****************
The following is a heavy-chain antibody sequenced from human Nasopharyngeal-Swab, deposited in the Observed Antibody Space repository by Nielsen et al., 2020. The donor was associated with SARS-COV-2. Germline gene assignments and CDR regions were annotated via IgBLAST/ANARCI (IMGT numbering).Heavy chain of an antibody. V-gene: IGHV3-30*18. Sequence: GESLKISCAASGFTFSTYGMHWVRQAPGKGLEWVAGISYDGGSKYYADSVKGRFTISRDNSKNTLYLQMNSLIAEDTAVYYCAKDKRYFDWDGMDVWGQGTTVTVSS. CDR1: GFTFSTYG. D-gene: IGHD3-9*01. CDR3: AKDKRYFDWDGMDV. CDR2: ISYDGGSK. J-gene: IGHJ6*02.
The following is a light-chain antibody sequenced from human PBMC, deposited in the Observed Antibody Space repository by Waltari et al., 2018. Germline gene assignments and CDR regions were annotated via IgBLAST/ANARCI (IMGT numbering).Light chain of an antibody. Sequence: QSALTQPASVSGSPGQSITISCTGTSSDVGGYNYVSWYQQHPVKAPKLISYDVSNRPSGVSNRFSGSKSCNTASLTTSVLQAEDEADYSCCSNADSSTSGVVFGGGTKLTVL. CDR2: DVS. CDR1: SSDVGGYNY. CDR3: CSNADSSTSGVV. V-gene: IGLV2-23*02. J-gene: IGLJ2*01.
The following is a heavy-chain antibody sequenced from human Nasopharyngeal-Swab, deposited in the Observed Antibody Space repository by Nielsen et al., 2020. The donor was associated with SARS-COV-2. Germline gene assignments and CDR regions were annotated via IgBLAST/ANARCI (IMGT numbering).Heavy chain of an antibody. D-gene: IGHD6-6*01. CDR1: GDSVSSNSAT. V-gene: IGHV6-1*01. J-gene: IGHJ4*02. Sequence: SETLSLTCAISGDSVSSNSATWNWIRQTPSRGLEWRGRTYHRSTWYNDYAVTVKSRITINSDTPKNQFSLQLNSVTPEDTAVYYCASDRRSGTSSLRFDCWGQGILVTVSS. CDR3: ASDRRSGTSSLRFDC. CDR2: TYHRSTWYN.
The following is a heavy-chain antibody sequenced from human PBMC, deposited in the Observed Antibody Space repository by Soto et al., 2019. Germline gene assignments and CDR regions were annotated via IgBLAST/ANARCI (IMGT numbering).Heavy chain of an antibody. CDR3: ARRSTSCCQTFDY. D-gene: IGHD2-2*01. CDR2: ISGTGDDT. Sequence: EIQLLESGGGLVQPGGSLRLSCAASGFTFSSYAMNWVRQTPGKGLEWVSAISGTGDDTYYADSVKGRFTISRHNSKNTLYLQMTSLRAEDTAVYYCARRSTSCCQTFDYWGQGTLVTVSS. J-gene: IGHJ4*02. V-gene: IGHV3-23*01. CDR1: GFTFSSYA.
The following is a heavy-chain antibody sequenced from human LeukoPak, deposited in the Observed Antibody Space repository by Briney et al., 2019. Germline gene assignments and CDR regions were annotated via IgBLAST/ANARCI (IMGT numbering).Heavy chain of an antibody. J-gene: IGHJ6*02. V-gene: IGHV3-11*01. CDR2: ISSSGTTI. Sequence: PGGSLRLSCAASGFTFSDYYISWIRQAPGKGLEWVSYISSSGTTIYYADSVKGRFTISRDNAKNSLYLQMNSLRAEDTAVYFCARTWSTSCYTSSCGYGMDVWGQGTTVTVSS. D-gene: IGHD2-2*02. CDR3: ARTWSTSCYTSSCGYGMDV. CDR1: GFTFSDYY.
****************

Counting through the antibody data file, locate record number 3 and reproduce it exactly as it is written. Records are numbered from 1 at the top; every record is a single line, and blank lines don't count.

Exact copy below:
The following is a heavy-chain antibody sequenced from human Nasopharyngeal-Swab, deposited in the Observed Antibody Space repository by Nielsen et al., 2020. The donor was associated with SARS-COV-2. Germline gene assignments and CDR regions were annotated via IgBLAST/ANARCI (IMGT numbering).Heavy chain of an antibody. D-gene: IGHD6-6*01. CDR1: GDSVSSNSAT. V-gene: IGHV6-1*01. J-gene: IGHJ4*02. Sequence: SETLSLTCAISGDSVSSNSATWNWIRQTPSRGLEWRGRTYHRSTWYNDYAVTVKSRITINSDTPKNQFSLQLNSVTPEDTAVYYCASDRRSGTSSLRFDCWGQGILVTVSS. CDR3: ASDRRSGTSSLRFDC. CDR2: TYHRSTWYN.